What Causes Pulmonary Hypertension?
Last updated: January 2021
Some people with COPD also have a condition called pulmonary hypertension (PH). This means that you have elevated blood pressure inside your lungs. So, what might cause a person to develop a PH? Here are three theories that researchers have developed.
What causes pulmonary hypertension?
Various conditions may cause PH. These include:1-3
- Idiopathic: No known cause
- Genetic: It runs in your family.
- Drugs: It’s a side effect of some prescription or illegal drugs.
- Congenital: Some people are born with heart defects that may cause it.
- Left heart diseases. Examples include left-sided heart failure or diseases that affect the valves on the left side of your heart.
- Chronic lung diseases: These include cystic fibrosis, pulmonary fibrosis, and COPD.
We are a COPD community so our focus is on how COPD might lead to PH. Researchers are not 100% sure why COPD might lead to PH. However, they are aware that PH generally results in those with severe COPD. One study showed that 38% of those with severe COPD also had PH.3
Left and right heart
Consider this. The left side of your heart is called your left heart. It is responsible for pushing blood through your entire system. For this reason, it must be a powerful muscle - in fact, it is larger than your right heart. Normal systemic blood pressure is 120/80 mm Hg.4
The right side of your heart is called your right heart. It is responsible for pushing blood through your lungs. Your right heart is smaller than your left heart because there is a short distance from your heart to your lungs. The pressure your right heart needs to do its job is generally low. A normal resting pulmonary blood pressure is 25 mm Hg or less while a normal pressure during exercise is 30 mm Hg or less.1
Usually, the first signs of PH in those with COPD occur during exercise. It may cause shortness of breath and chest tightness when you exert yourself. Although COPD itself may also explain these symptoms so this can complicate getting an early diagnosis for PH.6
Theories linking COPD to PH
Researchers are not exactly sure why COPD might cause PH, although they have devised three theories that may explain this phenomenon. These include loss of capillaries, inflammation, and hypoxia.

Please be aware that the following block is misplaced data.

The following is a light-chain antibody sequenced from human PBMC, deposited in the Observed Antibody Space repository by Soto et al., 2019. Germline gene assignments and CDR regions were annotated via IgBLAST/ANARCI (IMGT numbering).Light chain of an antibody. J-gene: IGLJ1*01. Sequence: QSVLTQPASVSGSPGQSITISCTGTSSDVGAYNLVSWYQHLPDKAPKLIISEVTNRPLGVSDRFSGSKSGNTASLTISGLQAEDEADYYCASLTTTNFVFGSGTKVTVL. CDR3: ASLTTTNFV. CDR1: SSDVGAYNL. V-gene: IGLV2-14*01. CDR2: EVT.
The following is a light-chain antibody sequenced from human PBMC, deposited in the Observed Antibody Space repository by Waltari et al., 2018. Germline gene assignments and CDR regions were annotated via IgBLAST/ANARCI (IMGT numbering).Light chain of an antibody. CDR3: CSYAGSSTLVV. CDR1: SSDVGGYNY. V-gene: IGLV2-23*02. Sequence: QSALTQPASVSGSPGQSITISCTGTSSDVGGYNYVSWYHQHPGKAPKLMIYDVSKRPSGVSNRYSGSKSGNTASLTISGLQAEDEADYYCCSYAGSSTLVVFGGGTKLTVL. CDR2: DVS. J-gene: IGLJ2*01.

Loss of capillaries
This would be the result of severe emphysema which causes the breakdown of lung tissue. Alveoli break apart, as do the series of blood vessels (capillaries) that connect with them. Your right heart may have to generate a much stronger force to pump blood through the remaining capillaries over time.1,5
Inhaling harmful substances like cigarette smoke does not cause COPD by itself. Your immune system attacks these chemicals by releasing inflammatory chemicals. After years of inhaling harmful substances, these inflammatory chemicals start to damage lung tissue and researchers think they may also be damaging to capillaries. They may cause capillary walls to become thicker than normal, making them narrow. To pump blood through constricted airways, your heart has to generate a greater force and this would cause your pulmonary blood pressure to increase.1,5
Hypoxia is a term meaning less oxygen is getting to your tissues. This may result from hypoxemia or low blood oxygen levels and also may result from less oxygen getting to your alveoli. This would be caused by severe narrowing of airways leading to alveoli which would occur in some areas of your lungs. These areas would therefore receive less oxygen - oxygenated blood (venous blood) in these areas would pick up very little oxygen.
Your body responds to this by constricting pulmonary blood vessels. This is done to shunt non-oxygenated blood away from poorly ventilated areas of your lungs and toward well-ventilated regions of your lungs. This is one mechanism your body uses to maintain normal oxygen levels and treatment for this would be home oxygen therapy. 1-2,6
Living better and longer
These are three theories to help researchers explain links between COPD and PH. They involve very complex mechanisms but I have attempted to simplify them in this short post.
Keep in mind that most people with COPD will not develop PH. Still, it’s neat that researchers are looking to learn more about it for those who have this diagnosis. Researchers have developed strategies for helping doctors screen, diagnose, and treat it and this is all in the name of every person with COPD living better and longer despite their diagnosis.
Where do you stand with your COPD?